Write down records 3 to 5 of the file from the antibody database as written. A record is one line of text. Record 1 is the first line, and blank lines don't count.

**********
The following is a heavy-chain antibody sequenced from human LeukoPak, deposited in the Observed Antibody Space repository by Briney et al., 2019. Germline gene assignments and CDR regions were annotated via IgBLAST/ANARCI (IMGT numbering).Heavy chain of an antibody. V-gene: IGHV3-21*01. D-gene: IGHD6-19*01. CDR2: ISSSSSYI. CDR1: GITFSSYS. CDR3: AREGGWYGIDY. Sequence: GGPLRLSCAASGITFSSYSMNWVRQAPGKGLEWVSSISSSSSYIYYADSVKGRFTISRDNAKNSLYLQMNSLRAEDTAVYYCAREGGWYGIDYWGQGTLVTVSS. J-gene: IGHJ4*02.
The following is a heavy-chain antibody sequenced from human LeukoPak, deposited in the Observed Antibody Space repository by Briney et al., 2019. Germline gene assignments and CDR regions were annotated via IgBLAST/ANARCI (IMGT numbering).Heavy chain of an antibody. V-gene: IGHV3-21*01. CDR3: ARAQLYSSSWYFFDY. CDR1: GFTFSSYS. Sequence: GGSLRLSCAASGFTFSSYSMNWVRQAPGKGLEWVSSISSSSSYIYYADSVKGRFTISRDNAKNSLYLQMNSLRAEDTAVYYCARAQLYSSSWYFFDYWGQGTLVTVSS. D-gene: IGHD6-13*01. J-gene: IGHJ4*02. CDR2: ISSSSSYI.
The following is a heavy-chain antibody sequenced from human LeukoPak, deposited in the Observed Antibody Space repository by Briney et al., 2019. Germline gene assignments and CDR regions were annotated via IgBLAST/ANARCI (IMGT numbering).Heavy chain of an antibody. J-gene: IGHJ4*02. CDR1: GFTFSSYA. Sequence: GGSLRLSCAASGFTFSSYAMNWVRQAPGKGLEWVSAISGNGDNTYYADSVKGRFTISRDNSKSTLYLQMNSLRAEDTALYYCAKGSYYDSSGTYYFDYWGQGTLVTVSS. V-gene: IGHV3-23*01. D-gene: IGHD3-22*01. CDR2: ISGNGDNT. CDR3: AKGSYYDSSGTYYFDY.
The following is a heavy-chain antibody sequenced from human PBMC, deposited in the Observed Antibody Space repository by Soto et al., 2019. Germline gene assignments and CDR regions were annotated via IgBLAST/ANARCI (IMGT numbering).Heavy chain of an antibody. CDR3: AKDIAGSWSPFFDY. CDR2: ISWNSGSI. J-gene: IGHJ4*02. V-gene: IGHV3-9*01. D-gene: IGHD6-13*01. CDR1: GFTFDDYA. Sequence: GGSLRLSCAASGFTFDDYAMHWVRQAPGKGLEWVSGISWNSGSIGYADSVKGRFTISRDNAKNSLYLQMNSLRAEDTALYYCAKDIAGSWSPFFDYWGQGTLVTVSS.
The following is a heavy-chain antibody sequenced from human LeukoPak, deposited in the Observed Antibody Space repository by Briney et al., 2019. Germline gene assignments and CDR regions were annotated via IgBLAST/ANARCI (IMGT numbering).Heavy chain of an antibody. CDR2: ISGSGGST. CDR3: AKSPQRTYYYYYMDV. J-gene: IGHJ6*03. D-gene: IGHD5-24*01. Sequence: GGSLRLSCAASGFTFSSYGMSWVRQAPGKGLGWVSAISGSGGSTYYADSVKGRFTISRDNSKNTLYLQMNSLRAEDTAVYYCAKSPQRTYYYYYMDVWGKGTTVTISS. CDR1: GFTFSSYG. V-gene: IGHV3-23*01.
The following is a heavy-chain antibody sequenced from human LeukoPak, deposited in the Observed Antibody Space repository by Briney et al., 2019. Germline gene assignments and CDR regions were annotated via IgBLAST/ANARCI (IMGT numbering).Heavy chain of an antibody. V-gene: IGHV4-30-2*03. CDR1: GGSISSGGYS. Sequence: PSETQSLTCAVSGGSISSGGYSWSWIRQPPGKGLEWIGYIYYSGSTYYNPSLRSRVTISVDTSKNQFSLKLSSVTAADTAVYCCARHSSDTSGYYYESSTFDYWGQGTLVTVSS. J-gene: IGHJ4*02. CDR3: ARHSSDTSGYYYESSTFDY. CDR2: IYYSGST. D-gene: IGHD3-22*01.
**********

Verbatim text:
The following is a heavy-chain antibody sequenced from human LeukoPak, deposited in the Observed Antibody Space repository by Briney et al., 2019. Germline gene assignments and CDR regions were annotated via IgBLAST/ANARCI (IMGT numbering).Heavy chain of an antibody. J-gene: IGHJ4*02. CDR1: GFTFSSYA. Sequence: GGSLRLSCAASGFTFSSYAMNWVRQAPGKGLEWVSAISGNGDNTYYADSVKGRFTISRDNSKSTLYLQMNSLRAEDTALYYCAKGSYYDSSGTYYFDYWGQGTLVTVSS. V-gene: IGHV3-23*01. D-gene: IGHD3-22*01. CDR2: ISGNGDNT. CDR3: AKGSYYDSSGTYYFDY.
The following is a heavy-chain antibody sequenced from human PBMC, deposited in the Observed Antibody Space repository by Soto et al., 2019. Germline gene assignments and CDR regions were annotated via IgBLAST/ANARCI (IMGT numbering).Heavy chain of an antibody. CDR3: AKDIAGSWSPFFDY. CDR2: ISWNSGSI. J-gene: IGHJ4*02. V-gene: IGHV3-9*01. D-gene: IGHD6-13*01. CDR1: GFTFDDYA. Sequence: GGSLRLSCAASGFTFDDYAMHWVRQAPGKGLEWVSGISWNSGSIGYADSVKGRFTISRDNAKNSLYLQMNSLRAEDTALYYCAKDIAGSWSPFFDYWGQGTLVTVSS.
The following is a heavy-chain antibody sequenced from human LeukoPak, deposited in the Observed Antibody Space repository by Briney et al., 2019. Germline gene assignments and CDR regions were annotated via IgBLAST/ANARCI (IMGT numbering).Heavy chain of an antibody. CDR2: ISGSGGST. CDR3: AKSPQRTYYYYYMDV. J-gene: IGHJ6*03. D-gene: IGHD5-24*01. Sequence: GGSLRLSCAASGFTFSSYGMSWVRQAPGKGLGWVSAISGSGGSTYYADSVKGRFTISRDNSKNTLYLQMNSLRAEDTAVYYCAKSPQRTYYYYYMDVWGKGTTVTISS. CDR1: GFTFSSYG. V-gene: IGHV3-23*01.